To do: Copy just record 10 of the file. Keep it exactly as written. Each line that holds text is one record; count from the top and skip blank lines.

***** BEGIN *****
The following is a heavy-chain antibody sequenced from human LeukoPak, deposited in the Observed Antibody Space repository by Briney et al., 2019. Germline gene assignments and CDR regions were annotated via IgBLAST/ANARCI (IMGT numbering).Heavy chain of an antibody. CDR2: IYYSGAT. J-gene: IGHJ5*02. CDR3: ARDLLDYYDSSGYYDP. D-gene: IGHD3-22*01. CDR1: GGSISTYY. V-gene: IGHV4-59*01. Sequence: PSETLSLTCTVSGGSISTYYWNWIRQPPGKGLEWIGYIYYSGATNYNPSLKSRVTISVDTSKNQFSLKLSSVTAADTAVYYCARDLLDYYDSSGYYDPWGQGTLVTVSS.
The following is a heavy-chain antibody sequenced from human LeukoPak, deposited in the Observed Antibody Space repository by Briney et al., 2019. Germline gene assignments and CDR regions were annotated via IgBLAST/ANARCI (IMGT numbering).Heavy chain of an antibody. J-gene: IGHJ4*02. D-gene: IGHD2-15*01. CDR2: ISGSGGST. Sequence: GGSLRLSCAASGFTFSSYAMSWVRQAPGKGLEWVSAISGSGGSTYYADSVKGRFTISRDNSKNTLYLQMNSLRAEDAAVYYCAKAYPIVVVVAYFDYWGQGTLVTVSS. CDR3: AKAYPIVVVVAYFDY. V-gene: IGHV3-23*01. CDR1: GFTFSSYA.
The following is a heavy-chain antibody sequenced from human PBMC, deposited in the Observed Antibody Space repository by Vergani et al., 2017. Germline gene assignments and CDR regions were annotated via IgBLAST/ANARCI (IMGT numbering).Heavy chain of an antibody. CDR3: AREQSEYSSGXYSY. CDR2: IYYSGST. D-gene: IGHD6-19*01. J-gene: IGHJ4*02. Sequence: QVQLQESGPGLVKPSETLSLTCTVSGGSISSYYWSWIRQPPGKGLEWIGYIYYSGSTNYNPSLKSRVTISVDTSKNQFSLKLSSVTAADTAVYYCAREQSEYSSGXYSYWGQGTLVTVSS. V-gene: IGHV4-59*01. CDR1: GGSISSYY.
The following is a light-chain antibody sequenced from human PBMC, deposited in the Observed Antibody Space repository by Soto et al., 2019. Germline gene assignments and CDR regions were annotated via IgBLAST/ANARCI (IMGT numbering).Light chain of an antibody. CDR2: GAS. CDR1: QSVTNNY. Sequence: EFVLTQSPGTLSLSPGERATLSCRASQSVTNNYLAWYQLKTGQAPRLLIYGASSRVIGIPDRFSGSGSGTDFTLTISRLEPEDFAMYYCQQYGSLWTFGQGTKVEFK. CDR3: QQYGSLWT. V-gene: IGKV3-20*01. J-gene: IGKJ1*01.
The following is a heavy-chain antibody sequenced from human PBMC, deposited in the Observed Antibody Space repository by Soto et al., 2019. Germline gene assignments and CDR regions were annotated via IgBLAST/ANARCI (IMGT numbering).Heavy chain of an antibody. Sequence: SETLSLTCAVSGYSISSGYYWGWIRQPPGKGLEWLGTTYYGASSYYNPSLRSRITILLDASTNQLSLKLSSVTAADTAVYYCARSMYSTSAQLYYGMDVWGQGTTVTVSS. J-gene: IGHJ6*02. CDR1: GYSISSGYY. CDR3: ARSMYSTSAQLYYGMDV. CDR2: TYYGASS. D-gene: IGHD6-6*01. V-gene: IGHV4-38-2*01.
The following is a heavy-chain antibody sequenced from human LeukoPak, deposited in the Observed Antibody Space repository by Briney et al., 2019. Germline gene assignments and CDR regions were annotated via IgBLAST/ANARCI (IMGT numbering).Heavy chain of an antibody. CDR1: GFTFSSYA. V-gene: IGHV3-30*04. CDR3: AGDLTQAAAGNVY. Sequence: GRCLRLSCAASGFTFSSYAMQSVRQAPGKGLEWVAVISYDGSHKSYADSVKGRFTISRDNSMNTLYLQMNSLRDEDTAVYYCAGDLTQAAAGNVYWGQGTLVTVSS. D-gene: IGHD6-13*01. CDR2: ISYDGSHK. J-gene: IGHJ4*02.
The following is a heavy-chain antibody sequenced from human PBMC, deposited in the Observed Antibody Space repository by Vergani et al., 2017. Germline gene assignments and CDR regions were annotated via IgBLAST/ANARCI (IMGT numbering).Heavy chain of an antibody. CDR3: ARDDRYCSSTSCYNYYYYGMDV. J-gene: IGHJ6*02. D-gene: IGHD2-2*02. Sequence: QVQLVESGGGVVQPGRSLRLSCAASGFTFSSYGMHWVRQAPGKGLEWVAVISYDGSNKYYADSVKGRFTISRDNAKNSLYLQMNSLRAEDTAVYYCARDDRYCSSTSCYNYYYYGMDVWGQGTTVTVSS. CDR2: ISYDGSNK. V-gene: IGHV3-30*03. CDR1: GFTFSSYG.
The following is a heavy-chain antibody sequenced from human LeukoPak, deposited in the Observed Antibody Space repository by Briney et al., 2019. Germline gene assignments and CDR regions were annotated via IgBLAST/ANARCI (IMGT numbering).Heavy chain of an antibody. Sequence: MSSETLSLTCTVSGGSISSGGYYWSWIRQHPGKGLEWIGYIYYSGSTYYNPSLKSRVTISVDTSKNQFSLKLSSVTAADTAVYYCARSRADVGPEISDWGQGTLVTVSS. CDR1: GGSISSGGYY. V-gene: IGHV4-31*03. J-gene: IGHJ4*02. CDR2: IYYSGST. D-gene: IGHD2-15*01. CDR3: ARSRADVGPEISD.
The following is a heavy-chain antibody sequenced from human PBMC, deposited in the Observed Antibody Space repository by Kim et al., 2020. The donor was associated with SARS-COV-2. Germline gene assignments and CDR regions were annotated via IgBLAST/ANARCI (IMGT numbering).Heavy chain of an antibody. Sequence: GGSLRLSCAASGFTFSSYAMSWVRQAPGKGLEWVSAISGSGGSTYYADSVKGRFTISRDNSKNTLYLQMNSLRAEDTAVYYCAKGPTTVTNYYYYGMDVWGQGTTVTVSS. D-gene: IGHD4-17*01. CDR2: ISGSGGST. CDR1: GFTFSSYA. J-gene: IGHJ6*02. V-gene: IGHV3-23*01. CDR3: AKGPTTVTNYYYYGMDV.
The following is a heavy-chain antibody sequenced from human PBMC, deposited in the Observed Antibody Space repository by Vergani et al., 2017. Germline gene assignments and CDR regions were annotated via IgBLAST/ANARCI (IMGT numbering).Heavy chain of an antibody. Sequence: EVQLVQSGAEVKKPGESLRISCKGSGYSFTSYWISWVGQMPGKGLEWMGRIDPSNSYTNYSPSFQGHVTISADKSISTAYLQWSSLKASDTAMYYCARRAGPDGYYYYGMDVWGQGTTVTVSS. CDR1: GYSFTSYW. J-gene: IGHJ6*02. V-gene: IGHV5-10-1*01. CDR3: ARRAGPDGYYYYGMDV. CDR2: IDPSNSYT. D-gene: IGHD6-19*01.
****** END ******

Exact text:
The following is a heavy-chain antibody sequenced from human PBMC, deposited in the Observed Antibody Space repository by Vergani et al., 2017. Germline gene assignments and CDR regions were annotated via IgBLAST/ANARCI (IMGT numbering).Heavy chain of an antibody. Sequence: EVQLVQSGAEVKKPGESLRISCKGSGYSFTSYWISWVGQMPGKGLEWMGRIDPSNSYTNYSPSFQGHVTISADKSISTAYLQWSSLKASDTAMYYCARRAGPDGYYYYGMDVWGQGTTVTVSS. CDR1: GYSFTSYW. J-gene: IGHJ6*02. V-gene: IGHV5-10-1*01. CDR3: ARRAGPDGYYYYGMDV. CDR2: IDPSNSYT. D-gene: IGHD6-19*01.